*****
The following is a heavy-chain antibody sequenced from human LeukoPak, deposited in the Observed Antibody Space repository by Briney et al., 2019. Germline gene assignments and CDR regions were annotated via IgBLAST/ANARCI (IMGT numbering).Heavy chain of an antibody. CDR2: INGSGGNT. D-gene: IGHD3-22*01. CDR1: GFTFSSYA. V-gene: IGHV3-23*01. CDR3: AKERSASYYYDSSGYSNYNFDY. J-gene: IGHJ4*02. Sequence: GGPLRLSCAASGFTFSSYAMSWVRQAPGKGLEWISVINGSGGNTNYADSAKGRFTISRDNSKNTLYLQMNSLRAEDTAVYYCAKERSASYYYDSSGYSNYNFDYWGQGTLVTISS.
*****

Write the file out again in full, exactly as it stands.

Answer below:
The following is a heavy-chain antibody sequenced from human LeukoPak, deposited in the Observed Antibody Space repository by Briney et al., 2019. Germline gene assignments and CDR regions were annotated via IgBLAST/ANARCI (IMGT numbering).Heavy chain of an antibody. CDR2: INGSGGNT. D-gene: IGHD3-22*01. CDR1: GFTFSSYA. V-gene: IGHV3-23*01. CDR3: AKERSASYYYDSSGYSNYNFDY. J-gene: IGHJ4*02. Sequence: GGPLRLSCAASGFTFSSYAMSWVRQAPGKGLEWISVINGSGGNTNYADSAKGRFTISRDNSKNTLYLQMNSLRAEDTAVYYCAKERSASYYYDSSGYSNYNFDYWGQGTLVTISS.